LANSING, Mich., September 24, 2020, — A bipartisan legislative package that would prevent an individual’s license from being suspended for offenses not related to public safety or driving passed a vote in the House today, including bills introduced by state Reps. Tenisha Yancey (D-Harper Woods), Lori Stone (D-Warren), Donna Lasinski (D-Scio Township), Rebekah Warren (D-Ann Arbor) and Cynthia Neeley (D-Flint). These bills are a result of recommendations by the Michigan Joint Task Force on Jail and Pretrial Incarceration, which is charged with developing meaningful criminal justice reform.
“Having a driver’s license and the ability to drive is a necessity to our residents,” said Yancey. “We need a driver’s license to get to work, school, the doctor… As a punishment, it is counterproductive, because you can’t meet your obligations if you can’t get to work. Depending on where you live, a car may be the only way to get from point A to B, so we shouldn’t be restricting our citizens’ ability to drive for any reason other than the illegal or dangerous use of a motor vehicle.”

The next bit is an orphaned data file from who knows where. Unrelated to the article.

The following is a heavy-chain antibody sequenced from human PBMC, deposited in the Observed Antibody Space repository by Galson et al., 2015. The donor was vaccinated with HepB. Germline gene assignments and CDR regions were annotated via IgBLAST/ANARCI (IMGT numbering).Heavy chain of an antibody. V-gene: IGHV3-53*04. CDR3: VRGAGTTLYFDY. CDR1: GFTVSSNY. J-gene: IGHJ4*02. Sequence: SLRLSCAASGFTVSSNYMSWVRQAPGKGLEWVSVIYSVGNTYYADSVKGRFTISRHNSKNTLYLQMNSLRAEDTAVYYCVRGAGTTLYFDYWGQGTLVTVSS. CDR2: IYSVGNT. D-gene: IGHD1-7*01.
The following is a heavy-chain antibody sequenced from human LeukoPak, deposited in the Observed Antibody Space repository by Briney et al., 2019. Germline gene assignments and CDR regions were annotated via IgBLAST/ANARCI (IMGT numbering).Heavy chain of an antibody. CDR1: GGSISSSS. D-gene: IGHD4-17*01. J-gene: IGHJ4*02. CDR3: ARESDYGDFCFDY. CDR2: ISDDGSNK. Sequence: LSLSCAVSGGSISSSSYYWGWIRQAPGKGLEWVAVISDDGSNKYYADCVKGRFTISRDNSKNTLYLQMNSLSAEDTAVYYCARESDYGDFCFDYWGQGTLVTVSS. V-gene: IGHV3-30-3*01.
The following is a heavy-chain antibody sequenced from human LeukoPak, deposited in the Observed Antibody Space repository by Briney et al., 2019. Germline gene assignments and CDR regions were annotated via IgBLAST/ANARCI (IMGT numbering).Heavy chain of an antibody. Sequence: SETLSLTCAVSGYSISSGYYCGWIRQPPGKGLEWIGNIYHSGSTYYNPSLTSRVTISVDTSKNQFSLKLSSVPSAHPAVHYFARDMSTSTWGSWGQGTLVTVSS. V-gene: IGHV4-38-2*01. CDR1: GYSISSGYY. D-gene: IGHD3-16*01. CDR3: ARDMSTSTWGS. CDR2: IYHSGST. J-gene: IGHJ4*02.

House Bills 5846-5852 and 6235 eliminate license suspension as a punishment in the Michigan Vehicle Code for all offenses not related to unsafe driving. The package also eliminates license suspension for other offenses including failure to pay child support and drug offenses that do not involve a vehicle.
“Many parts of our criminal justice system seem designed to keep the economically disadvantaged in a cycle of poverty and incarceration, and license suspension is no different,” said Stone. “If someone is ticketed and unable to pay, their license is often suspended. That person is then often forced to decide between driving to work without a license or staying home and getting fired. If they choose to drive to work, they can then be pulled over and ticketed again for driving without a license. It’s a terribly vicious cycle, and it’s time we break it.”
All eight bills now await a hearing in the Senate.